It started out showing me with my dogs. How appropriate!!! My dogs are a big, big part of my life. I thought it was awesome that they included them in the news piece!

One other thing before I have to run and get ready for a fun day photographing bluebonnets with a friend who in Texas from Florida – it has been so much fun hearing from people from all across the US who saw the news report and wrote to me. I have sure enjoyed getting in touch!!

So, without further adieu, here is the news article that Maggie Fox wrote. Embedded in it is a link to the news story.





Making a Difference

I had the most disconcerting dreams last night or early this morning. I dreamed first that I was on some sort of gas-powered bicycle (it looked like a regular racing bike in my dream). I stopped at a gas station to buy a dollar or two of gas, which was all it took, and decided, right then and there, that I was going to begin to bicycle across America to bring attention to the sad facts about lung cancer:

  • #433aDay die from it – that’s 155,000+ per year
  • While it kills more people each year than breast+prostate+pancreas+colon cancers combined, it gets less attention, certainly less than breast and/or prostate
  • Women need to stop fearing breast cancer like they do and start looking beneath that fatty tissue to their lungs. Lung cancer kills nearly twice as many women each year as breast cancer. (Breast cancer screening is vitally important. I don’t mean to imply otherwise.)
  • The amount of federal funding relegated to finding a cure or at least new treatments to prolong the lives of those with lung cancer is far, far less than that received by other cancer based on funding per life lost.
  • Anyone … ANYONE … with lungs is susceptible to being diagnosed with lung cancer. It is not a smoker’s disease. It is a breather’s disease.

In my dream, while at the gas station, I started trying to figure out how my ride was going to work. Where would I sleep? How would I advertise the facts I wantedpeople to know? What would happen when my tires blew out? How would I carry spares and how would I fix the bike? When would I eat? Just how would this ride across America work? Where would I get my cancer treatments? I surely could not complete this jaunt in one month, between my treatments.


You have to realize how idiotic this dream is. I haven’t been on a real bicycle in 30 years or more. I am 64 years old, with stage 4 lung cancer. I have been working out a bit most every week since the first of the year, but certainly, nowhere near enough to ride a bicycle across America, not even some rigged up gas-powered bicycle.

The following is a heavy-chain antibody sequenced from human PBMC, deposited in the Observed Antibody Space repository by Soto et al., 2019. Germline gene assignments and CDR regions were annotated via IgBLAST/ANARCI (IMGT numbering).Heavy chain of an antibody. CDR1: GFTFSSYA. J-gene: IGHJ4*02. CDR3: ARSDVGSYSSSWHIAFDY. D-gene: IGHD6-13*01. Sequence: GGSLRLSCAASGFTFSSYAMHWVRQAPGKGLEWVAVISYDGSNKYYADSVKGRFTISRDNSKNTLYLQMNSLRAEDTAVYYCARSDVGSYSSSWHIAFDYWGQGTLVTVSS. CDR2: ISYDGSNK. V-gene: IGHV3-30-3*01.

So, in my dream, I decided I wouldn’t ride the bicycle after all. Nope. I have two good legs. I would walk. I had a big, floppy felt hat. I was good to go. But, again, the questions arose: where would I sleep? How far could I walk each day? What would happen when my shoes wore out? Am I strong enough to carry a backpack for a mile, much less thousands of miles? (The answer to that is no!)

Okay … walking and bicycling, even in my dream, really didn’t make any sense at all. But, I was still left pondering how I, as one person, can make a difference, can bring attention to this terrible disease that isn’t, but should be, an outrage and embarrassment in America?

Still, I thought, how neat it would be to take a foot-trip across this Nation, camera and notepad in tow. Every day, I would take pictures and write blogs about what I saw, how I felt. And, people passing me on the highways and byways of this great land would come to know my story … and far more importantly, the story of every lung cancer patient, past, present, and future. Finally, perhaps news channels would begin to follow my journey and suddenly maybe the public would start to be educated about this killer that’s unfairly tagged the smoker’s disease.

Maybe serious conversations would finally start to take place. Maybe.

To borrow the title of one of my favorite songs:



I can only imagine.


Lung Cancer … What????

Oh man!! Does anyone expect to get a diagnosis like lung cancer … or any kind of cancer, for that matter? I don’t really think so.